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Ten Traffic Congestion Busters for Dane County

Improving Mobilty in Madison and Dane Cty: Ten congestion busters and how to improve mobility in Dane Cty


10 Traffic Congestion Busters & Ways to Reduce Traffic Congestion

(Based upon a summary of the Balaker & Staley Book, The Road More Traveled, 2006.  Available at Madison Public Library and Amazon.com. Most are exact quotes from the book.) 

Proponents of rail transit specifically mention building a rail system to "reduce congestion" and their Transport 2020 is a "comprehensive plan."

However, the lower cost and more effective expanded bus system that was recommended was abandoned early on.

Simply improving the arterials, local streets, traffic light optimization and freeway capacity are ignored in what should be called the "Transport 1920" for its irrational fixation on rail/trolleys and the hatred of the automobile, highways and parking places.

Use of transit has been dropping since 1960 in U.S. and Europe as wealth increases. Wealth is the single most overriding reason people choose their cars over transit in the U.S. and in Europe 78% use cars instead of their rail system and auto commuting is is growing faster there than here -even with 6 dollar a gallon gas there.

Rail additions in the last 20 years have not reduced traffic congestion, as commuters/travelers/tourists/shoppers prefer the comfort, convenience, efficiency, flexibility, freedom, state of the art technology, privacy and safety of their own vehicles.  Here is a way to make this point.  If you discuss this issue at a public meeting - we suggest you ask the audience:


Traffic congestion:  Adding 6-13 train stops per hour blocking all lanes of traffic in both directions on all major highways will cause a massive and sudden increase in congestion and travel time in the entire Madison area. Engineers tell us that on a freeway that has to close ONE lane due to an accident or repair for every one minute of closure results in a 5 minute traffic back up. FOR ONE Lane! 5 min. back up. A 25 min closure = over 2 hours of back up. The train advocates claim that these 'little trains" will only take 45 seconds to a minute" to get through the intersections.

But, are they considering all traffic in both directions needs to be stopped before the train arrives and the pile up traffic jam factor of all traffic stopped in all directions will take several minutes MORE to unravel after the train has gone through?

Now imagine closing two lanes in both directions for say, 3-5 min. 6-13 times per hour during rush hour. 18 to 65 min. of complete stoppage. Ever been on E. Wash when the train occasionally goes through and stops 3 lanes of traffic in both directions? Imagine 6-13 stops/hour everyday and on several places on the same highway- John Nolen, Univeristy Ave, etc!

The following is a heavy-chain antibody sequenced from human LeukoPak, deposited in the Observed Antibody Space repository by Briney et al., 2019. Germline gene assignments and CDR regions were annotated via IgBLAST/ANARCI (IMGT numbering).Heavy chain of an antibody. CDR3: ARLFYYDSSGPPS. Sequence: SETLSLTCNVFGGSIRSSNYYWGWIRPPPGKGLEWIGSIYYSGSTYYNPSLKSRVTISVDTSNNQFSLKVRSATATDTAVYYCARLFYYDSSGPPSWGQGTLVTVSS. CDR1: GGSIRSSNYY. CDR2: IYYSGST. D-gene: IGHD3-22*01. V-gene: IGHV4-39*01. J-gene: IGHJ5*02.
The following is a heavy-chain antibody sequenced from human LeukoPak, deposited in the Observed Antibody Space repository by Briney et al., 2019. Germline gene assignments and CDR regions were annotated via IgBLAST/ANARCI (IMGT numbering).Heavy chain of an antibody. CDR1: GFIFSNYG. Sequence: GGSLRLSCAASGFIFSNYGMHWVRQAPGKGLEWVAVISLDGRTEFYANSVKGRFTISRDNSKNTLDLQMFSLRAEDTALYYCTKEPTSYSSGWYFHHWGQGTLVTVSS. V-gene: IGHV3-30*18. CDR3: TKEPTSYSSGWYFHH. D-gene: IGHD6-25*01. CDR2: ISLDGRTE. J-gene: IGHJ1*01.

FROM: The Road More Traveled: Why the congestion crisis matters more than you think, and what we can do about it. By Ted Balaker & Sam Staley. Rowman & Littlefield, 2006.

"Final thought" (p.177)

The notion that we cannot build our way out of traffic congestion is wrong. Wrong historically, wrong technically.

 High levels of congestion are due to our failure to make reducing it a local and national priority. Mobility must be established at the local, county, state and national level as a high priority. The Dane County motto should be "Mobility first!" not "we want a train & a trolley."

Ten Congestion Busters  ("The Road More Traveled," p. 150)

 1. Increase traffic signal efficiency. Computer controlled camera monitoring lights and intersection turn signals with real time feed back to adjust to changing traffic conditions. (Relatively inexpensive to implement, potential for 40% decrease in stops, 10% cut in gas consumption, emissions cut 22%, travel time cut 25% with built in flexibility in event of accidents, weather conditions etc.)

2. Add and improve arterial roads and re-design and improve high volume intersections.

3. Use creative construction approaches. (Double Decker elevated hiways over existing ones, tunnels under existing highways, reversible express and bus lanes).

4. Implement aggressive incident monitoring and removal of traffic flow obstacles.(More cameras, cell phone call-in numbers posted for motorists, quick response accident documentation, investigation and clean up teams)

5. Increase number of one way streets (fewer accidents, better traffic flow

6. Use of on ramp metering during rush hours-see Fish Hatchery on ramps to Beltline.

7. Incentivize TELEcommuting. (It is fast growing - even today it takes more drivers off the roads than transit does)

8. Expand limited access networks and existing highways- more lanes, more highway links

9. Increase number of high occupancy toll lanes (HOT)

10. Put the money where the problem is - highway traffic congestion- better roads for cars, trucks and buses. Putting millions of dollars into a 19th Century technology, rail instead of highways, is like offering the taxpayer a billion dollar mid-19th century telegraph to compete with a 21st century $500 I-PHONE.


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